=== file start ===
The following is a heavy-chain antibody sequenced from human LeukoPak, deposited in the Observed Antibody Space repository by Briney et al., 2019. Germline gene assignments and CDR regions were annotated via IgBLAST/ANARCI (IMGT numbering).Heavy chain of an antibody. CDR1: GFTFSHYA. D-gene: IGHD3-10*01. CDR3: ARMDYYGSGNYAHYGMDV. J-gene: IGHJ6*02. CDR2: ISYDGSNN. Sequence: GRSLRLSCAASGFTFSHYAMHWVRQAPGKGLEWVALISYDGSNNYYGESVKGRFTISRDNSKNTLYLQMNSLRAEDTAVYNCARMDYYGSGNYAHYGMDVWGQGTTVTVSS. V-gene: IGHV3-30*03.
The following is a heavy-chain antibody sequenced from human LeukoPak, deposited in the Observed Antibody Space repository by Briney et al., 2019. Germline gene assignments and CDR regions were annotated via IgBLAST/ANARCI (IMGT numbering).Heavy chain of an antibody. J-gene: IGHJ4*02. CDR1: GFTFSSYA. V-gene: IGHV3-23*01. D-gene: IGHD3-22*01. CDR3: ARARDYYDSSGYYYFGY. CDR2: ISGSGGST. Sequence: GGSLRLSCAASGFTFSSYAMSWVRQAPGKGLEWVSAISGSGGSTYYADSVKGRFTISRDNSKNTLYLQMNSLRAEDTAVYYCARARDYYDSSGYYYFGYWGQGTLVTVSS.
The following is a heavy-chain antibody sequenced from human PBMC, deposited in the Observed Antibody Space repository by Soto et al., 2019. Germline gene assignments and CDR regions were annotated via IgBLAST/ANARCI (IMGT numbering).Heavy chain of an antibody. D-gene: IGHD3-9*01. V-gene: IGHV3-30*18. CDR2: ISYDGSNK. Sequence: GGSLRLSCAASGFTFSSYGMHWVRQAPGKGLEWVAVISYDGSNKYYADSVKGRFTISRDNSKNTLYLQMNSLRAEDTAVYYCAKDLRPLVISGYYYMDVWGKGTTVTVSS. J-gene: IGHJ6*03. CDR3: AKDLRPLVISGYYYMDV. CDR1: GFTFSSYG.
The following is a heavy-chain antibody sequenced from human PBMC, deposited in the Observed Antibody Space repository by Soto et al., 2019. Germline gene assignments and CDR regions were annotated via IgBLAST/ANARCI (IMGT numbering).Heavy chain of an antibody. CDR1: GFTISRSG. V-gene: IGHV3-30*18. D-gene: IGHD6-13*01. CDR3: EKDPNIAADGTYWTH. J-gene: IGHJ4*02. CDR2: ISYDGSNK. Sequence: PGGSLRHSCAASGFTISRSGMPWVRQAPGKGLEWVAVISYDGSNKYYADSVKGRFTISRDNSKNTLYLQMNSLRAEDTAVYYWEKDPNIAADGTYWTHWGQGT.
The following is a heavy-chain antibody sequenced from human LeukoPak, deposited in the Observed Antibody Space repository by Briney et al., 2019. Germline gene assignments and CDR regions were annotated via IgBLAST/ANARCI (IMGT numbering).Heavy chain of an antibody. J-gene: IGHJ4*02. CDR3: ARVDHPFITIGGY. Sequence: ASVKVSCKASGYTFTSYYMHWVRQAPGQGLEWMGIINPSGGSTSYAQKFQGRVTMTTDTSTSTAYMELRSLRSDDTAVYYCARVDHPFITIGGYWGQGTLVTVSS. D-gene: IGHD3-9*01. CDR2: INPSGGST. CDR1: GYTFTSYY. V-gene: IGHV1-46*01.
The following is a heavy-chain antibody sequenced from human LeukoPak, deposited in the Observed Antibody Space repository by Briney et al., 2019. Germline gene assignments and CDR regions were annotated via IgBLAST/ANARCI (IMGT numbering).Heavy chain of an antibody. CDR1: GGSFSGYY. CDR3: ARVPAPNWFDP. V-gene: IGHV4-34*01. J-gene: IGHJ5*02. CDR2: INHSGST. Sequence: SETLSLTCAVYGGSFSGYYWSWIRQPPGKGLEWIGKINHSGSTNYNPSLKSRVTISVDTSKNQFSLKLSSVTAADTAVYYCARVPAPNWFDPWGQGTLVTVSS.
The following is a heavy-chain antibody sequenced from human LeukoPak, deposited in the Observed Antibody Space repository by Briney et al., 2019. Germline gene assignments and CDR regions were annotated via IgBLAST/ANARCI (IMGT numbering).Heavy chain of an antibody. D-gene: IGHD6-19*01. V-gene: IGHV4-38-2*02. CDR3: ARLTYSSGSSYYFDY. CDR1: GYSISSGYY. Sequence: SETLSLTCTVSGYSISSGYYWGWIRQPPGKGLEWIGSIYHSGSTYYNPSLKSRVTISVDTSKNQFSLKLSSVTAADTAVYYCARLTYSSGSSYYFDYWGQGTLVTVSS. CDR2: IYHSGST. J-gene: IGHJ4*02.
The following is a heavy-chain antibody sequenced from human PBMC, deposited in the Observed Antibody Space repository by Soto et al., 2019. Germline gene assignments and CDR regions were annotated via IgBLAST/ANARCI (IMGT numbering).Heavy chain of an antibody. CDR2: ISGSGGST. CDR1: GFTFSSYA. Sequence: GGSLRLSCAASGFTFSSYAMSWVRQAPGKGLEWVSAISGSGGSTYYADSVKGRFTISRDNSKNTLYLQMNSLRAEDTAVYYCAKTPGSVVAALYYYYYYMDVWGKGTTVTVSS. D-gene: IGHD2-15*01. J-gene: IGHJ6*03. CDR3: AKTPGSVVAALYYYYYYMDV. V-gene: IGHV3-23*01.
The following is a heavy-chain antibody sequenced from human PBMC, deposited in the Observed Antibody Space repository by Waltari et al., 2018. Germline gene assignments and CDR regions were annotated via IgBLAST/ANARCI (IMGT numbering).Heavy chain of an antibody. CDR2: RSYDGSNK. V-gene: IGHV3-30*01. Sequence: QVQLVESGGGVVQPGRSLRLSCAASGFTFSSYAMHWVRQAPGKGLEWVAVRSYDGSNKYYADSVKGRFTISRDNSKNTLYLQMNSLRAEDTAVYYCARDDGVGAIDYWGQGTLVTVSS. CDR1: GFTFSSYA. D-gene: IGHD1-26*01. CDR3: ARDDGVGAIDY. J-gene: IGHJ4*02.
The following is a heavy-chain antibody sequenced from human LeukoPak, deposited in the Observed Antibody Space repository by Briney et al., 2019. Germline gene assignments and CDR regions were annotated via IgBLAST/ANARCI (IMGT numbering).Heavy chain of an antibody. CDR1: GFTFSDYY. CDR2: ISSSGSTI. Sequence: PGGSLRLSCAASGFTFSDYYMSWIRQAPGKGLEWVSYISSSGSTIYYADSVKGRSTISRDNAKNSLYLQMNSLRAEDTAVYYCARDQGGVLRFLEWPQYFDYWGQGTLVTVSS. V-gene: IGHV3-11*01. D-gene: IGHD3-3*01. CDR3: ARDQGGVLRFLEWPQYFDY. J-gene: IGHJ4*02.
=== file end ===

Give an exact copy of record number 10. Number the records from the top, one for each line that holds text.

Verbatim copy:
The following is a heavy-chain antibody sequenced from human LeukoPak, deposited in the Observed Antibody Space repository by Briney et al., 2019. Germline gene assignments and CDR regions were annotated via IgBLAST/ANARCI (IMGT numbering).Heavy chain of an antibody. CDR1: GFTFSDYY. CDR2: ISSSGSTI. Sequence: PGGSLRLSCAASGFTFSDYYMSWIRQAPGKGLEWVSYISSSGSTIYYADSVKGRSTISRDNAKNSLYLQMNSLRAEDTAVYYCARDQGGVLRFLEWPQYFDYWGQGTLVTVSS. V-gene: IGHV3-11*01. D-gene: IGHD3-3*01. CDR3: ARDQGGVLRFLEWPQYFDY. J-gene: IGHJ4*02.